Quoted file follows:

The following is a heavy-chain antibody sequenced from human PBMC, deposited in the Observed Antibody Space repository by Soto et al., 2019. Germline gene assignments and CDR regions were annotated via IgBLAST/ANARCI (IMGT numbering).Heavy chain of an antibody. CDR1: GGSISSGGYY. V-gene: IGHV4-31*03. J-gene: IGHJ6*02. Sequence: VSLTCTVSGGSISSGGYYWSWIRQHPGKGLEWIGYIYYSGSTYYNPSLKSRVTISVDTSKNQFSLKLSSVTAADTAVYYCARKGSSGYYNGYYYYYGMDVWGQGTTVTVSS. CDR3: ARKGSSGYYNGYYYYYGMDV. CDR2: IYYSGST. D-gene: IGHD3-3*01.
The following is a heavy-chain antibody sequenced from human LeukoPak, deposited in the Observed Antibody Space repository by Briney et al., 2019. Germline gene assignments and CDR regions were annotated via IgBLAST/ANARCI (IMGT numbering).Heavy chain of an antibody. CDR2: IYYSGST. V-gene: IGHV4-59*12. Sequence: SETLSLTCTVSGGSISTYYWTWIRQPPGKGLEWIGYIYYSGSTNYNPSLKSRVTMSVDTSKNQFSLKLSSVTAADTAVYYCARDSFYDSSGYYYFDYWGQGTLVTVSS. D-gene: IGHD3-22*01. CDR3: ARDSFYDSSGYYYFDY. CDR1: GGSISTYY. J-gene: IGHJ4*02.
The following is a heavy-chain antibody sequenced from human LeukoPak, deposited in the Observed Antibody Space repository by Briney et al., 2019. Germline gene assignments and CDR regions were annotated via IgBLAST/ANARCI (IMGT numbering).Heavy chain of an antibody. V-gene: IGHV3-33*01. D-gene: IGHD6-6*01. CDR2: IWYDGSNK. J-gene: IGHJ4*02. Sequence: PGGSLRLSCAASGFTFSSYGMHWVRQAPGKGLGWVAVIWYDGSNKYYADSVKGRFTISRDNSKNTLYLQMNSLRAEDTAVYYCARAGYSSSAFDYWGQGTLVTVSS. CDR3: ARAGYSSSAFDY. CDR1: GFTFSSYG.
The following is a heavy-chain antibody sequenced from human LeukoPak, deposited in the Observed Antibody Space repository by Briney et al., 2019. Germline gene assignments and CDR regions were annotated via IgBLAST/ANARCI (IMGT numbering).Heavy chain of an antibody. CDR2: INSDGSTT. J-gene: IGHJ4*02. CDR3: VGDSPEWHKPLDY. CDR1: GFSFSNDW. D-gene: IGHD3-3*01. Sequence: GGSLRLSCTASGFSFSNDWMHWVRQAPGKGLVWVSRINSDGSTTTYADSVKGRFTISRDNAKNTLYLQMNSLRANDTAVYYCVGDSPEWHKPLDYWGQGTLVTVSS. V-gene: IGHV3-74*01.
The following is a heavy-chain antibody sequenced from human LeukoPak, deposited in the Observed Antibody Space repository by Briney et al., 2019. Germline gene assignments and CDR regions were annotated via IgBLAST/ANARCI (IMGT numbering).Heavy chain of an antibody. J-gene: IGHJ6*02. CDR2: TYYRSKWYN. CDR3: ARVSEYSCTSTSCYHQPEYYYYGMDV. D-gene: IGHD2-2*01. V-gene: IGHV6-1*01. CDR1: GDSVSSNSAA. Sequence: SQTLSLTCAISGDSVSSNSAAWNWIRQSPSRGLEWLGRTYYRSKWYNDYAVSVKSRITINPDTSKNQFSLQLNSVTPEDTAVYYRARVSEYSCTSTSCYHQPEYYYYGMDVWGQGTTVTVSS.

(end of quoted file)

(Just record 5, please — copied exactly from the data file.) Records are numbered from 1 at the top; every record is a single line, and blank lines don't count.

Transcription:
The following is a heavy-chain antibody sequenced from human LeukoPak, deposited in the Observed Antibody Space repository by Briney et al., 2019. Germline gene assignments and CDR regions were annotated via IgBLAST/ANARCI (IMGT numbering).Heavy chain of an antibody. J-gene: IGHJ6*02. CDR2: TYYRSKWYN. CDR3: ARVSEYSCTSTSCYHQPEYYYYGMDV. D-gene: IGHD2-2*01. V-gene: IGHV6-1*01. CDR1: GDSVSSNSAA. Sequence: SQTLSLTCAISGDSVSSNSAAWNWIRQSPSRGLEWLGRTYYRSKWYNDYAVSVKSRITINPDTSKNQFSLQLNSVTPEDTAVYYRARVSEYSCTSTSCYHQPEYYYYGMDVWGQGTTVTVSS.